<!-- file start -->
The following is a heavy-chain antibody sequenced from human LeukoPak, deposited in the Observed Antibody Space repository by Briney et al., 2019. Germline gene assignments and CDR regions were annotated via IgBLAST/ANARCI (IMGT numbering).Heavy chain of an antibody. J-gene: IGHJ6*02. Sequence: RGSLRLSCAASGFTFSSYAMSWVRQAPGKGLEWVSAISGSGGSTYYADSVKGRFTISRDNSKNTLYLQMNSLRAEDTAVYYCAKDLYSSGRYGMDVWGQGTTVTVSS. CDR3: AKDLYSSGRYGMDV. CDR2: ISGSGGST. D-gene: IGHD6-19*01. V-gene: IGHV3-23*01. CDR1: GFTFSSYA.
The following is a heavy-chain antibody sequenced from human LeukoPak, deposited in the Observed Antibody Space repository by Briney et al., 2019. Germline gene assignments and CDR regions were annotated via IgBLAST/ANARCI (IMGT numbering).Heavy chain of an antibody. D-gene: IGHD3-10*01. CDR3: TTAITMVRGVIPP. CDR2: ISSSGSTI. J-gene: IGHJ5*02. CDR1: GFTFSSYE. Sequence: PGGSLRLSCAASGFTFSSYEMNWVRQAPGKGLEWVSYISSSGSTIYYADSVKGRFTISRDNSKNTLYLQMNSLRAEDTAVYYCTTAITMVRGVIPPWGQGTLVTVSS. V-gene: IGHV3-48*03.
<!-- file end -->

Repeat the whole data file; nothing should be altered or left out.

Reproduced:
The following is a heavy-chain antibody sequenced from human LeukoPak, deposited in the Observed Antibody Space repository by Briney et al., 2019. Germline gene assignments and CDR regions were annotated via IgBLAST/ANARCI (IMGT numbering).Heavy chain of an antibody. J-gene: IGHJ6*02. Sequence: RGSLRLSCAASGFTFSSYAMSWVRQAPGKGLEWVSAISGSGGSTYYADSVKGRFTISRDNSKNTLYLQMNSLRAEDTAVYYCAKDLYSSGRYGMDVWGQGTTVTVSS. CDR3: AKDLYSSGRYGMDV. CDR2: ISGSGGST. D-gene: IGHD6-19*01. V-gene: IGHV3-23*01. CDR1: GFTFSSYA.
The following is a heavy-chain antibody sequenced from human LeukoPak, deposited in the Observed Antibody Space repository by Briney et al., 2019. Germline gene assignments and CDR regions were annotated via IgBLAST/ANARCI (IMGT numbering).Heavy chain of an antibody. D-gene: IGHD3-10*01. CDR3: TTAITMVRGVIPP. CDR2: ISSSGSTI. J-gene: IGHJ5*02. CDR1: GFTFSSYE. Sequence: PGGSLRLSCAASGFTFSSYEMNWVRQAPGKGLEWVSYISSSGSTIYYADSVKGRFTISRDNSKNTLYLQMNSLRAEDTAVYYCTTAITMVRGVIPPWGQGTLVTVSS. V-gene: IGHV3-48*03.